It was a delight to be able to spend some time at PIZZ School last month. I was impressed by the lively children I met and the dedication of the staff.
I had a chance to talk to the teachers and to a number of the students. I have been visiting for many years now so many of the students recognise me and I am getting to know a few familiar faces. It was coming to the end of their winter and the weather was quite varied. There were long periods when I experienced cloudless skies and then a few windy and overcast days would follow. Despite being winter, the temperature rarely failed to reach 20°C during the day – though at night it sometimes fell below 10°C – which is cold if you have no heating (and possibly no blanket).
The children are working hard on the garden watering and planting crops. The tomatoes have done well and some were sold to provide extra funds – the children who helped were treated to some sweet potatoes. While I was in Zambia another 1,500 tomato plants were transplanted. The income will buy pens and notebooks for the students that cannot afford to buy them. The garden is also important in teaching important life skills to the students. In Zambia most poor families need to supplement any small income they might get by growing their own food.
Along with Kai – our visitor from Global Giving – I was treated to a selection of sketches, songs and poems from the students. I was impressed by how confidently the children performed. This demonstrated just how far these children had progressed.
The school started as a single classroom. Now some of the children have left PIZZ school and are about to graduate from local Secondary Schools. It was a common cry from the children that we should try to find them funds to complete their studies – even after leaving PIZZ school. Fortunately Mrs. Sianga has managed to pay the Secondary School fees for some of the children, with help from Hands Around the World and your donations. One student who expects to do very well in her exams wants to become a doctor – we will try to help her to go to medical school. I was also delighted to hear of another student who has taken a different route and is making a living as a professional musician.
It is clear that lives are being changed through this project and with your help we will continue to improve the lives of the children of Monze.
Thank you for your help.
We do have some unfortunate news before we give the positive progress updates. Unfortunately, one of the children died recently. Bowas was a young boy in grade 4 – about 11 years old. Zambia has one of the lowest life expectancies in the world and unfortunately childhood deaths are far too common. Our thoughts are very much with his family and friends who are trying to cope with this tragedy.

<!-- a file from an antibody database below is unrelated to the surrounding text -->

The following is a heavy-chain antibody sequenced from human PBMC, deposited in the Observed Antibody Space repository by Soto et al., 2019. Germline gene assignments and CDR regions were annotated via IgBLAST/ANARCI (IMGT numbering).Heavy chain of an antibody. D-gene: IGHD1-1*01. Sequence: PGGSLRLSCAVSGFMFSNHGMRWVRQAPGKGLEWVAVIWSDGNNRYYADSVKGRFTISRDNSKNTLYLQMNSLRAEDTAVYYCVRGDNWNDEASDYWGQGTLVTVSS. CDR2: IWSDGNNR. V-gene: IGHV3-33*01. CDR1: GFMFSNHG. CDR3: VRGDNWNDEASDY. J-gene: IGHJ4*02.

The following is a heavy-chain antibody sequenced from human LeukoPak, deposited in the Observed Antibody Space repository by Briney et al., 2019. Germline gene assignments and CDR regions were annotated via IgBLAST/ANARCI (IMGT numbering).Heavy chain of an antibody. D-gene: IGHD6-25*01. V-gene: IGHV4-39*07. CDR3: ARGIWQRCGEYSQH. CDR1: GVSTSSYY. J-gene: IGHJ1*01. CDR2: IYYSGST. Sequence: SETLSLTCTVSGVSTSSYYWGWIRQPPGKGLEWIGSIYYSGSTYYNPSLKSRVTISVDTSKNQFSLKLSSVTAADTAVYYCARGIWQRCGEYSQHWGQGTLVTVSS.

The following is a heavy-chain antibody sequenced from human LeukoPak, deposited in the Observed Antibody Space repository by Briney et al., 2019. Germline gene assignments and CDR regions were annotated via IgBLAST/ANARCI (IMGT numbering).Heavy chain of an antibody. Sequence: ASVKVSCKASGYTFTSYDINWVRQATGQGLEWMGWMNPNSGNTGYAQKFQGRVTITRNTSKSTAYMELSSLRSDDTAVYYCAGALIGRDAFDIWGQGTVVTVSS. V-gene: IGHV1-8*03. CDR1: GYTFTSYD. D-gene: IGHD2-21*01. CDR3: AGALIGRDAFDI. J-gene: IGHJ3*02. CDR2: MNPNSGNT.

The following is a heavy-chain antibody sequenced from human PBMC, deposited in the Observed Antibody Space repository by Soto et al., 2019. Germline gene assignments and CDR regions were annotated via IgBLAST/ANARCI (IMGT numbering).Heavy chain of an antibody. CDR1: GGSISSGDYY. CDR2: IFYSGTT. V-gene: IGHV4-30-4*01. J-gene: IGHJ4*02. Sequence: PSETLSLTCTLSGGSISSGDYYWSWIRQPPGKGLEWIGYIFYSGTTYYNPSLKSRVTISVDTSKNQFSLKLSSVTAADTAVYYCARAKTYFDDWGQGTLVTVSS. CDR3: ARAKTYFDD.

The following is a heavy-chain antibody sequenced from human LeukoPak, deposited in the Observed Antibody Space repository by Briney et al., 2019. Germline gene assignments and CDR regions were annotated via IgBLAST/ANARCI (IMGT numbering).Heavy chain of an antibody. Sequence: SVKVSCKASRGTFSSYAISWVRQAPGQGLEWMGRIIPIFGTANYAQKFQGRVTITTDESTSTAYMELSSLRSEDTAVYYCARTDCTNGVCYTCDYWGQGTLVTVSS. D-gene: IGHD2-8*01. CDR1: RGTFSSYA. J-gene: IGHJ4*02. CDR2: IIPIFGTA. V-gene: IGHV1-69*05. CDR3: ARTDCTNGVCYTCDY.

The school children have been busy in the school garden, planting tomatoes and other vegetables. It is currently the dry season so the plants need to be watered using buckets. The school has a borehole and hand pump which supplies good clean water.
Some of the school tables and benches used by the students have become damaged over the years. A programme has been started to repair them.
A trip to Livingstone is being planned for some of the children. At Livingstone there is the Victoria Falls, the Zambesi and a National Park where elephants, white rhinos, buffaloes and hippos can be seen, together with other animals and birds. This will be a very exciting trip for the children.
Examinations start in about two weeks and the necessary preparations are well under way.
I am about to leave for Zambia very soon – arriving on 11th July. I am looking forward to meeting Mrs. Sianga once again together with her students. I always find it inspiring to see how the children are progressing, to view the developments within the school and to discuss future plans. With your ongoing support the school is able to continue to ensure that children have the chance of better future. I am very fortunate to be able to see first hand how any funds are being spent and to understand better the issues that are faced.
I will be able to provide another report soon which should include some new photographs.
Celebrations are an important part of life in Zambia, as they are throughout the world. This year, thanks to a small donation from one of the HANDS AROUND THE WORLD sponsors, the school was able to enjoy a special party to mark World Youth Day. 240 of the students attended this event which was marked with lots of singing, dancing, drumming and reciting poetry.
Most of the children have lost one or more parents - largely as a result of AIDS - and the children use these occasions to express some of the difficulties in their lives, as well as giving thanks for the opportunities given them through the education they receive at the school. At the end of the day the children enjoyed a good meal.
The rainy season has now finished – a bit too early in fact. Combined with flooding early in the year, this could mean a poor harvest and food shortages later in the year – these conditions have particularly affected the Southern Province, in which PIZZ school is situated.. At the school they have been able to grow good crops of okra and tomatoes, but the sweet potatoes and maize crops have failed due to lack of rain.
In addition to the academic studies at the school, Mrs. Sianga is keen to try to address some of the problems that her students encounter. This pastoral care for the students is a very important part of the ethos of the school, and it is important for the development of the students. Fortunately the school has a number of care workers who help, mainly on a voluntary basis.
The school has excellent staff who work hard, with limited resources, to give the students a chance in life. Many of these struggle on very low wages which are barely enough to provide food and accommodation. (PIZZ receives no funding from the government). The school would collapse without their dedication.